The little-known ISA rule
Did you know that you can inherit ISA savings? New rules initially came into force in April 2015, and were updated in April 2018, that effectively mean ISA assets can now be passed on to spouses or civil partners and retain their tax-friendly status.
Under the previous system, when someone died any savings held in an ISA automatically lost their tax-free status, and the tax benefits were lost forever. This meant that the surviving partner would have to start paying tax on any returns or income earned from these savings and investments, which could add up to a significant sum if the ISA holder had been saving for many years.
This allowance is called the Additional Permitted Subscription (APS) and is available to a surviving spouse or civil partner. Essentially, the rules mean that the tax-efficiency of the deceased’s ISA won’t be lost when the surviving partner makes use of their APS allowance, and that they’ll continue to benefit from the tax efficiencies of the investments that could well have been saved together.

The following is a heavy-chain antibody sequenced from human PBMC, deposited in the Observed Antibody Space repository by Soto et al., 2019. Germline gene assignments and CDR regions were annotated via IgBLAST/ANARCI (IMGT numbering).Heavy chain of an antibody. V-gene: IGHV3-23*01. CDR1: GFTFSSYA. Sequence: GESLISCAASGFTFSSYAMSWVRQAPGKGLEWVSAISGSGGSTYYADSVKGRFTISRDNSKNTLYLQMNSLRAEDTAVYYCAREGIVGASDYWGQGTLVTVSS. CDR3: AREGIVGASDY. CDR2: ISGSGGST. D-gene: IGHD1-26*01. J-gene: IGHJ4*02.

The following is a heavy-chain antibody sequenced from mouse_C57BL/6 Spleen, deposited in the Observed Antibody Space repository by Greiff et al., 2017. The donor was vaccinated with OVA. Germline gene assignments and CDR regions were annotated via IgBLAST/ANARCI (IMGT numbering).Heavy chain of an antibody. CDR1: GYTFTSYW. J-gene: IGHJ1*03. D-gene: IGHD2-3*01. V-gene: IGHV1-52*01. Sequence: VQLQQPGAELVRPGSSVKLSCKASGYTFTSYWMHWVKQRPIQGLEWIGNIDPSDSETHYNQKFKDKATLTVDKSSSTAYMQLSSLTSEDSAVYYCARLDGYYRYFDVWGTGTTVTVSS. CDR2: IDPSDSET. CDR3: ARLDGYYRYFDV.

In the event of death after 5 April 2018, the APS value is the higher of value of the deceased’s ISA holdings at either date of death, or at completion of the estate administration or earlier closure. APS counts as a previous year ISA subscription and is available to the surviving partner on top of their own allowance. Where the deceased held ISAs with a number of different managers the widowed partner will have APS limits with each manager.
This change in rules has opened up a new world of possibilities in financial planning, particularly around retirement and estate planning. Even at modest levels, this additional allowance can save significant tax for the surviving spouse or civil partner.
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